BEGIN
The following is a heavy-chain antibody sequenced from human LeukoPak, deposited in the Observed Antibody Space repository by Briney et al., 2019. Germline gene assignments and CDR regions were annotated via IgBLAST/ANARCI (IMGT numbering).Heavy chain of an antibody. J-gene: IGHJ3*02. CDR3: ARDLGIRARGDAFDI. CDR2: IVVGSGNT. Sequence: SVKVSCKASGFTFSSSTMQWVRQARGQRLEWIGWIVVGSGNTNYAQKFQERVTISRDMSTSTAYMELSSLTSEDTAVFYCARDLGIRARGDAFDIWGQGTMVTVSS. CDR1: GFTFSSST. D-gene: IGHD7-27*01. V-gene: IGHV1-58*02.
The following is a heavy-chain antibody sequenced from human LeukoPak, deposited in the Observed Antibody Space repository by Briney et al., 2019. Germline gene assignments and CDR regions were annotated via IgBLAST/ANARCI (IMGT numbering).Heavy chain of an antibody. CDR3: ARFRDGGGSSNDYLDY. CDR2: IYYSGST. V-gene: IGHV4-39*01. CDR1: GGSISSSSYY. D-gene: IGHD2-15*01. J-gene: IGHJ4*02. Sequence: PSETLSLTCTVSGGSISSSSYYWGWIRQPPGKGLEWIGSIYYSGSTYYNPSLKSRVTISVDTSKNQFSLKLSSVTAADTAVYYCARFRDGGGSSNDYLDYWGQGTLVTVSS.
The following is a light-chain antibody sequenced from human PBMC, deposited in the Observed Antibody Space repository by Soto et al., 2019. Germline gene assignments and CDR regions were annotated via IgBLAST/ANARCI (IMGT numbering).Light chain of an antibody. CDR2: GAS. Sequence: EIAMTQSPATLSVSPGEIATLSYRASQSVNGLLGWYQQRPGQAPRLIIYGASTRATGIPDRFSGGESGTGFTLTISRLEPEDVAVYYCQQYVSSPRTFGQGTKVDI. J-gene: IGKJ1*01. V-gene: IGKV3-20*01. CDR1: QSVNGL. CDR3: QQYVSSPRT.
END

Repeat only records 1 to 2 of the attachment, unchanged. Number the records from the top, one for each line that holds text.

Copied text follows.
The following is a heavy-chain antibody sequenced from human LeukoPak, deposited in the Observed Antibody Space repository by Briney et al., 2019. Germline gene assignments and CDR regions were annotated via IgBLAST/ANARCI (IMGT numbering).Heavy chain of an antibody. J-gene: IGHJ3*02. CDR3: ARDLGIRARGDAFDI. CDR2: IVVGSGNT. Sequence: SVKVSCKASGFTFSSSTMQWVRQARGQRLEWIGWIVVGSGNTNYAQKFQERVTISRDMSTSTAYMELSSLTSEDTAVFYCARDLGIRARGDAFDIWGQGTMVTVSS. CDR1: GFTFSSST. D-gene: IGHD7-27*01. V-gene: IGHV1-58*02.
The following is a heavy-chain antibody sequenced from human LeukoPak, deposited in the Observed Antibody Space repository by Briney et al., 2019. Germline gene assignments and CDR regions were annotated via IgBLAST/ANARCI (IMGT numbering).Heavy chain of an antibody. CDR3: ARFRDGGGSSNDYLDY. CDR2: IYYSGST. V-gene: IGHV4-39*01. CDR1: GGSISSSSYY. D-gene: IGHD2-15*01. J-gene: IGHJ4*02. Sequence: PSETLSLTCTVSGGSISSSSYYWGWIRQPPGKGLEWIGSIYYSGSTYYNPSLKSRVTISVDTSKNQFSLKLSSVTAADTAVYYCARFRDGGGSSNDYLDYWGQGTLVTVSS.